Six Months Later…

We’ve Done It!


“But it doesn’t go anywhere!” “Not exactly, Minerva. Unless I’m very much mistaken, it goes everywhere”

As Harry Dean Stanton said, “the life of a repo man is always intense”* and the last six months have certainly been intense for Infinite Crypt. The challenge of making and distributing a new product is not to be underestimated. Particularly when you have a another job as well!

Nonetheless, thanks to incredible support from family and friends, we’ve done it! Our Kickstarter responsibilities have been fulfilled and we’ve set up Bill & Ted, our lasers, in a new workshop in Portland Works, one of the coolest, most historically significant industrial spaces in England.

We’ve bought two laser cutters, designed 53 types of Infinite Crypt element, produced more than 6000 individual elements, made 90 pigeonholes to help with handling and packing, spent over £1200 on postage & packing, and sent Infinite Crypt elements to 15 countries, as far West as California and as far East as Japan.

We’ve learned an incredible amount. Things that neither I, nor the Infinite Crypt production gnomes knew enough about when this started include:

  • Fume Extraction, Venting & Chimneys
  • Mass Production
  • Packing & Fulfilment
  • Online Payment Mechanisms
  • Web Shops

I probably still don’t know enough about these things – but now at least we’ve mapped the territory. The main insight that comes out of this is that different issues emerge at different scales. Something that’s a non-issue for one, or six, or even sixteen items (how long does it take to unpick the end of a roll of tape?) becomes a major issue when you’re repeating a process six thousand times.

What’s The Result?

Frankly, we’ve been blown away by the generous responses from our backers! The @InfiniteCrypt Twitter stream has started to become populated by pictures of Infinite Crypt builds, and now, the elements in action. We’ve also had some insightful and quotable comments:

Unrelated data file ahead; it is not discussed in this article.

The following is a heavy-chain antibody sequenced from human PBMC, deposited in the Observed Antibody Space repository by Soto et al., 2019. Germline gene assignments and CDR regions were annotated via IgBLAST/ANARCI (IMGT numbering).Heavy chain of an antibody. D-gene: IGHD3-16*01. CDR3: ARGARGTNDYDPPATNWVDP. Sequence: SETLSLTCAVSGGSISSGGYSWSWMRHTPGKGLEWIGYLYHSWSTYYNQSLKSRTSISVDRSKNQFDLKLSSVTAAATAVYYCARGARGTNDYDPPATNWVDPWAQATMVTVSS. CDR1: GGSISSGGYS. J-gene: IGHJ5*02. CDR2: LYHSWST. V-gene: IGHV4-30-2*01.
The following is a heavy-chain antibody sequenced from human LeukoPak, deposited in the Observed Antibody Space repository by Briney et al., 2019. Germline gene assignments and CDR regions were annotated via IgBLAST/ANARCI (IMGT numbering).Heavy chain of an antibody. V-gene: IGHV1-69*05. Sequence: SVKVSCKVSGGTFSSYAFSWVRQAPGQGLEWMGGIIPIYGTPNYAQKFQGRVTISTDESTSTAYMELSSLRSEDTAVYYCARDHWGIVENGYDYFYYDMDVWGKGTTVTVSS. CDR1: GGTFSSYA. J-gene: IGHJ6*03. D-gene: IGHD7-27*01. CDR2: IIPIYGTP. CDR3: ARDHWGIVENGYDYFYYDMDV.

“What fun I’ve had assembling a few elements every night the past few days! Finely engineered little puzzles! High quality and great fit… I will order more once the store goes online. Thank you for one of my best KS experiences yet!” ~ Arzach, May 29th

“Loving this. I’ve had hours of fun building bits. Thanks for the extras too. Putting the bits together I’ve had ideas for two further elements” ~ Les Fulbrook, April 27th

A key question for us was whether to delay the mailout, and write comprehensive instructions for each element, or whether to provide general instructions that suggest the correct approach to figure out each element yourself. (Plus the offer of online advice, of course!) We opted for the “don’t delay” option, and feedback seems to suggest we got this right:

“I received my pieces last week, and I’m very happy with them. I’ve been building them a bit at a time each night with my 10 and 7 year old… as we are putting them together, it’s actually more fun to figure out how they fit together than to follow instructions. Thanks for the great product!” ~ Ben Gatien, May 5th

The puzzle-like quality which we wanted to build into Infinite Crypt seems to add to the value! Everyone seems to have made it work, and had fun in the process!

So What’s Next?

We always said that our Kickstarter would be the springboard to making Infinite Crypt elements more widely available. And, “Lo!”, it has come to pass.

We’ve been beavering away, setting up an online shop, and we reckon that this post is the lowest key possible soft launch. (Did you miss that?) Of course, we’ll be making it more prominent and shouting about it more very soon.

Now we’re thinking hard about new elements. We’ve kept the element cost as low as possible, but we’d like to work out how to resource design time for new elements. While a popular element (like a corner or a wall section) will pay for its own design over time, specialist elements add character, but you’ll only want one or two of them in any one dungeon. We want to make sure that our income model encourages us to develop a wide range of elements, not just concentrate on the most popular designs.

We’ve even thought about subscription – but that brings up more complexities. Wait a moment… doesn’t this suggest that maybe we should do… a Kickstarter campaign?

* Bud, Repo Man (Alex Cox, 1984)

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About James Wallbank

Designer, Maker, Artist, Educator. RPG player & GM since the '70s!
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